Casting-ville Horrors!


It’s October. A month tied to pumpkin spice and not everything nice! Here at Dreaming Droids, I want to close out Horror Month with a true tale of the unnatural. This tale, which I write even now from a coffee shop in a 300-year-old neighborhood (pumpkin pie latte in hand), is none other than that of the casting process!!! Dun Dun DUN!!! Do not fear! Many esteemed filmmakers have survived this process as have many talented actors. If the process goes well, it is a dream for those on both sides of the casting table! If not, it is a nightmare for all involved! This particular article is written from the perspective of a filmmaker to actors. So read on!

Before we begin this journey into the strange and unnatural (where humans strive to channel the elusive spirits of characters, given only the breadcrumbs that are Sides, while spectators with reputations at stake judge their carnivalesque charade. Filmmakers, be more sympathetic), I will warn you that there is no one-size fits all for casting. Larger studio or indie films will have the casting director vet and limit how many actors audition. Other films will go for an open-audition process. Some will go purely on word of mouth and who knows who. Some are SAG-Aftra, some are not. Some contact agencies, some do not. Some are student films. Enough said. The form casting takes will depend on the film’s needs, budget, scope, market, and the experience of the filmmakers. It’s worth researching each process so that you know what to expect. That said, I recently had the opportunity as a producer to sit in on a two-day open audition process where we saw over 100 actors, plus video auditions. These are my “humble” observations.

Major Bullet Point 1 – Professionalism. Actors who walked in, shook our hands, had head shots and resumes at the ready, and asked us about our day, stood out. I noticed how engaging with us helped them relax. They saw that we weren’t scary people who would toss them out if they flubbed a side. Meanwhile, actors who didn’t greet us remained more nervous throughout their audition. And those who didn’t have head shots? After seeing over 100 people, without being able to tie the face to a name, no call back was given.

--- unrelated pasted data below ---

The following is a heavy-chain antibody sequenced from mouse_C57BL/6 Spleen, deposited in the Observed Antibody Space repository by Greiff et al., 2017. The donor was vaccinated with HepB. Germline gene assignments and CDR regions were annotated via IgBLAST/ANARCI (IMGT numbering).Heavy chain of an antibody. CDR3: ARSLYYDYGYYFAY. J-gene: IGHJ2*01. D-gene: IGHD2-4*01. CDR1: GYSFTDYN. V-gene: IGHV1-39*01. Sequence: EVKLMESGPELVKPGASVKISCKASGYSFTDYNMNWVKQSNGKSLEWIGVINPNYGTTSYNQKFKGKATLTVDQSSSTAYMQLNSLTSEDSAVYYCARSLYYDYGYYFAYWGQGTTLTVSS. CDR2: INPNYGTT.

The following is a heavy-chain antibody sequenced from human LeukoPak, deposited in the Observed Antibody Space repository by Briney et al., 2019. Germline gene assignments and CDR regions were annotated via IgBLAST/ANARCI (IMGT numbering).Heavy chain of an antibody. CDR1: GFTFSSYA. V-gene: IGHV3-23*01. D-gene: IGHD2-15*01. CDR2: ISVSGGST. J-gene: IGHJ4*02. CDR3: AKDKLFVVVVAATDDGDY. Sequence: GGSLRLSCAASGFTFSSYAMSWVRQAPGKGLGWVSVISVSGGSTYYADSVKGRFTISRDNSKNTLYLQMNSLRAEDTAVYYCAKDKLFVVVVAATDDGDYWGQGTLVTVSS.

As a producer, my job was to safeguard the film from risks. There are a lot of moving pieces to every film, and they all enable each piece to function. If someone showed up complaining about how they had “woken up just 5 minutes ago,” were late, or not off-book by callbacks – they were not considered. When we did callbacks to see how actors worked off of each other for chemistry tests, we frowned on actors who directed their scene partners or blamed them for their own flubbed lines. Be professional to each other (and study Meisner)! We also auditioned child actors. We welcomed the parents and guardians into the audition room if they wanted to be there. Guardians who fed their child actors lines, however, raised flags. We didn’t want “stage moms.” If anything, we were looking for someone who was as equally professional and used to being on set as the actors themselves. In a way, you can say we auditioned the guardians as well as the child actors.

Major Bullet Point 2 – it’s never personal. Your talent and training will show through, I promise. To paraphrase Michael Cain, however, film is an operation with a laser. Despite giving a killer audition, if you don’t read as “world-weary” or “tough,” etc, it’s not a reflection on you. It means the role wasn’t right for you for that particular film at that particular moment. If you did a good job and were professional, the casting director, producer, or even director may recommend you to their colleagues for roles they feel you would be perfect for, or even off to put you in touch with people they know (after the auditions. Optioning other projects during auditions for a different project is never professional). I myself did as much during this process. Conversely, when I about heard actors bad-mouthing the project on other sets because they did not get a part, well, you can use your imagination. Stay professional. Don’t make things personal when they’re not. Actors talk. So do filmmakers. It’s a small world after all (cue out of tune music).

Film is collaborative. Hopefully the casting director, director, and producer were as professional as the actors were during the casting process. Remember that those on the other side of the table are all human, and have likely been at the casting session all day, possibly without food (true story), to give you your 15 minute audition slot. So grant them some grace, and they’ll grant you grace. And don’t give up if you didn’t get a role. Ask for feedback, learn. If you got a role, don’t let it go to your head! Use that opportunity to learn and grow. And hopefully it’s just the beginning of your collaboration with that filmmaking team! Never become so stressed by the process that you don’t enjoy the journey. If you love your job, you’ll never work a day in you life (said a wise person).

Just, don’t imagine a creepy voice asking if “you would like to play a game?” before delving into the casting process. I promise, that’s not how things are supposed to be run, or played. 😉 May your Halloween be horror-story free (especially if you’re a filmmaker or actor)!

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